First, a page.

Skin in the Game

Today, a record number of Americans—52 million, or 36 percent of all filers—have no direct connection with the basic cost of government because they pay no income taxes. If we add this group to the people who have some income but don’t file a tax return, the ranks of American households outside the income tax system rise to 48 percent.

It gets worse, just keep reading. And remember the liberal mantra that evil Rich people don’t pay any taxes!

Tax Expenditures and Progressivity

There is a common belief that because so many tax expenditures benefit upper-income taxpayers, the “rich” are not paying their fair share of taxes. Nothing could be further from the truth.

Indeed, because of the expansion of tax benefits aimed at low- and middle-income households, the OECD finds that the U.S. has the most progressive income tax system of any industrialized country. What that means is that the top 10 percent of U.S. taxpayers pay a larger share of the income tax burden than do the wealthiest decile in any other industrialized country, including traditionally “high-tax” countries such as France, Italy, and Sweden.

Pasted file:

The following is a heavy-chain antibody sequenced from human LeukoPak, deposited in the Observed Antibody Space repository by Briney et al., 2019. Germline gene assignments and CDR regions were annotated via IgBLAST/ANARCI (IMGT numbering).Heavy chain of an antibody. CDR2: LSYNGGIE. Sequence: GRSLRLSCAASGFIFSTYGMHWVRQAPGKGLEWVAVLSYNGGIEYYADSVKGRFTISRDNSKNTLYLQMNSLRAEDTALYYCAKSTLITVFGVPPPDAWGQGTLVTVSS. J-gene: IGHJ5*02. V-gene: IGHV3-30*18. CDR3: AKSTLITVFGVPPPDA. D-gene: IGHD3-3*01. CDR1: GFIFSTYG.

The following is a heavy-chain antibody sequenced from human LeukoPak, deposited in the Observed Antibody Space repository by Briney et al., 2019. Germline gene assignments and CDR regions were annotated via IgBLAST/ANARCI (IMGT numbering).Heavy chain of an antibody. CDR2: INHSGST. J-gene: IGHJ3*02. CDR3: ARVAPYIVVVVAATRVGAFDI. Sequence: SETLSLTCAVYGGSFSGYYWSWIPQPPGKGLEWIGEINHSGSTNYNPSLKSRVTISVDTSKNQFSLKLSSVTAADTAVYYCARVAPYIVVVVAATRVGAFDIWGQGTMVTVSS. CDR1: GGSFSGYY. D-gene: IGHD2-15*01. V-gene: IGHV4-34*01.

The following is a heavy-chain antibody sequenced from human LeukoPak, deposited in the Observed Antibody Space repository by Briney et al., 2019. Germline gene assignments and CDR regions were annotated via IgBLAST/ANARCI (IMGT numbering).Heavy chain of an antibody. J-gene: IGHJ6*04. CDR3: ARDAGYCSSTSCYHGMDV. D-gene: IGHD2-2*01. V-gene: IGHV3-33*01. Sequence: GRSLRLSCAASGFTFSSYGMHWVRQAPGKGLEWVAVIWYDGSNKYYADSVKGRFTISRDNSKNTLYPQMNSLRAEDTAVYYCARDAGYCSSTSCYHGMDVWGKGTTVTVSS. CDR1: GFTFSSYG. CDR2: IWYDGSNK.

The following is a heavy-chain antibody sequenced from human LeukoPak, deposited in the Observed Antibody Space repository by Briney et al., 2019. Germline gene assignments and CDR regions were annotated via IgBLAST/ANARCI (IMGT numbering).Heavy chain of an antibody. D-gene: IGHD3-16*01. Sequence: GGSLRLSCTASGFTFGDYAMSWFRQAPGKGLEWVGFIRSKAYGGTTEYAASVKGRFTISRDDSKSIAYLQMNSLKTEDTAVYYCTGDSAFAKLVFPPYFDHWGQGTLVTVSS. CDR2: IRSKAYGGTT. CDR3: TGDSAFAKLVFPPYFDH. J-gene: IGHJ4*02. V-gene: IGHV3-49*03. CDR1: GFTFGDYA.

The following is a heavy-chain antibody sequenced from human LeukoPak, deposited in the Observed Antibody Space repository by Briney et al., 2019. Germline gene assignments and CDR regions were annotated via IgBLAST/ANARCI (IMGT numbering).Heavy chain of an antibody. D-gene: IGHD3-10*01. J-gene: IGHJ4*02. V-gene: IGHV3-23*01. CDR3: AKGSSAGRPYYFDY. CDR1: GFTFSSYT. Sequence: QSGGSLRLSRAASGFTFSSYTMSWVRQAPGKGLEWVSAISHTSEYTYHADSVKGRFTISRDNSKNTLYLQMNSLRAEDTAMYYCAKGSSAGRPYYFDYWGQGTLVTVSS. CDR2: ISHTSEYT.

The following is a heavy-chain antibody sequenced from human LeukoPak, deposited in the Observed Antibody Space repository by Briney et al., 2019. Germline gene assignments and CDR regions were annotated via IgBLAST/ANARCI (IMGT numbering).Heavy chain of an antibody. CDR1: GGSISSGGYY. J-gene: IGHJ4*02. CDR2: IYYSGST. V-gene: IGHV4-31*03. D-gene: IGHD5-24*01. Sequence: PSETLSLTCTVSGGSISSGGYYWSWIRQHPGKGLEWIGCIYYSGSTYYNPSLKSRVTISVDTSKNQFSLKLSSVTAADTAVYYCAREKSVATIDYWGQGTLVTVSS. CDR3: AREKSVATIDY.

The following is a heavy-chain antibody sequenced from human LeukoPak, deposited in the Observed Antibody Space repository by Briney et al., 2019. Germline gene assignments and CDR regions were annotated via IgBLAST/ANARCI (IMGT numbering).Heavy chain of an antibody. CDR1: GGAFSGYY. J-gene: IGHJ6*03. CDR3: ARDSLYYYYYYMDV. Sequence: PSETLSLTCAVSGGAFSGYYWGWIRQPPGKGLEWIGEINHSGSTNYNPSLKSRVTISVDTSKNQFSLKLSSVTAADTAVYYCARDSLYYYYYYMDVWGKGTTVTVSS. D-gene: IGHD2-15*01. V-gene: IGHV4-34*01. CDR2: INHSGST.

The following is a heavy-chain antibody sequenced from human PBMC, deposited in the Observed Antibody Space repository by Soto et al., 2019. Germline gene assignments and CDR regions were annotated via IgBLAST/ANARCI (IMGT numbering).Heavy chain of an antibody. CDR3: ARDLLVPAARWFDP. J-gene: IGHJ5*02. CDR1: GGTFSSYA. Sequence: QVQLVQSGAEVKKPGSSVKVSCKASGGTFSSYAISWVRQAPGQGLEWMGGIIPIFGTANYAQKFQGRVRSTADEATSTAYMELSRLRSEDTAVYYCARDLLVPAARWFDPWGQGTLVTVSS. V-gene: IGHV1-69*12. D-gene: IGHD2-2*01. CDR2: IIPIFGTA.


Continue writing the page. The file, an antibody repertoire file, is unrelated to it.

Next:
Meanwhile, because of the generosity of such preferences as the EITC and child credit, low-income Americans have the lowest income tax burden of any OECD nation. Indeed, the study reports that while most countries rely more on cash transfers than taxes to redistribute income, the U.S. stands out as “achieving greater redistribution through the tax system than through cash transfers.”

The share of the income tax burden borne by America’s wealthiest taxpayers has been growing steadily for more than two decades. Figure 4 compares the share of income taxes paid by the top 1 percent of taxpayers to the share paid by the bottom 90 percent of taxpayers.

The chart shows that, as of 2008, the top 1 percent of taxpayers paid 38 percent of all income taxes, while the bottom 90 percent of taxpayers paid just 30 percent of the income tax burden. By any measure, this is the sign of a very progressive tax system.

Indeed, many of these 52 million tax filers now look to the IRS as a source of income thanks to the more than $100 billion in refundable tax credits paid to people who have no income tax liability.

As a result of removing millions of people from the bottom of the tax rolls, we have dramatically reduced the number of people with “skin in the game.” Indeed, the top 1 percent of taxpayers now pays a greater share of the income tax burden than the bottom 90 percent combined.